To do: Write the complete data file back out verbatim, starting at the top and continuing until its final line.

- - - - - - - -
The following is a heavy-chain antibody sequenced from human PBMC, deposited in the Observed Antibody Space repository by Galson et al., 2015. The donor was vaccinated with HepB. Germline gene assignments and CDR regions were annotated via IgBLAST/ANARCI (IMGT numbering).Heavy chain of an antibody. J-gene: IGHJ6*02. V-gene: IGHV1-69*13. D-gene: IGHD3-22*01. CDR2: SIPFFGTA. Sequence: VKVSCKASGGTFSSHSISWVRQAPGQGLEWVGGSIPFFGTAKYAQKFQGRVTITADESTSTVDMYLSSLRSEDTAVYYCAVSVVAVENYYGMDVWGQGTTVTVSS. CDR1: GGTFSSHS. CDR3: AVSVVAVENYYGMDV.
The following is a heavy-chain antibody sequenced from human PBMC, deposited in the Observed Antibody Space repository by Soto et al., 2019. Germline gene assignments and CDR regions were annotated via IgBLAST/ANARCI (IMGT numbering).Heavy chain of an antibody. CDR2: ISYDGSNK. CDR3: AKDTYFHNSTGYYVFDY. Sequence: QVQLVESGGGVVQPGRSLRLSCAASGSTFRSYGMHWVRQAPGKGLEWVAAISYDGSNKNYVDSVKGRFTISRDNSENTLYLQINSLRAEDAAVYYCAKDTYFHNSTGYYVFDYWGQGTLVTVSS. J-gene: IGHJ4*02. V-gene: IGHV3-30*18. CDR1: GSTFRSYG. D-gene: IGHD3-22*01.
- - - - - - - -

The following is a heavy-chain antibody sequenced from human PBMC, deposited in the Observed Antibody Space repository by Galson et al., 2015. The donor was vaccinated with HepB. Germline gene assignments and CDR regions were annotated via IgBLAST/ANARCI (IMGT numbering).Heavy chain of an antibody. J-gene: IGHJ6*02. V-gene: IGHV1-69*13. D-gene: IGHD3-22*01. CDR2: SIPFFGTA. Sequence: VKVSCKASGGTFSSHSISWVRQAPGQGLEWVGGSIPFFGTAKYAQKFQGRVTITADESTSTVDMYLSSLRSEDTAVYYCAVSVVAVENYYGMDVWGQGTTVTVSS. CDR1: GGTFSSHS. CDR3: AVSVVAVENYYGMDV.
The following is a heavy-chain antibody sequenced from human PBMC, deposited in the Observed Antibody Space repository by Soto et al., 2019. Germline gene assignments and CDR regions were annotated via IgBLAST/ANARCI (IMGT numbering).Heavy chain of an antibody. CDR2: ISYDGSNK. CDR3: AKDTYFHNSTGYYVFDY. Sequence: QVQLVESGGGVVQPGRSLRLSCAASGSTFRSYGMHWVRQAPGKGLEWVAAISYDGSNKNYVDSVKGRFTISRDNSENTLYLQINSLRAEDAAVYYCAKDTYFHNSTGYYVFDYWGQGTLVTVSS. J-gene: IGHJ4*02. V-gene: IGHV3-30*18. CDR1: GSTFRSYG. D-gene: IGHD3-22*01.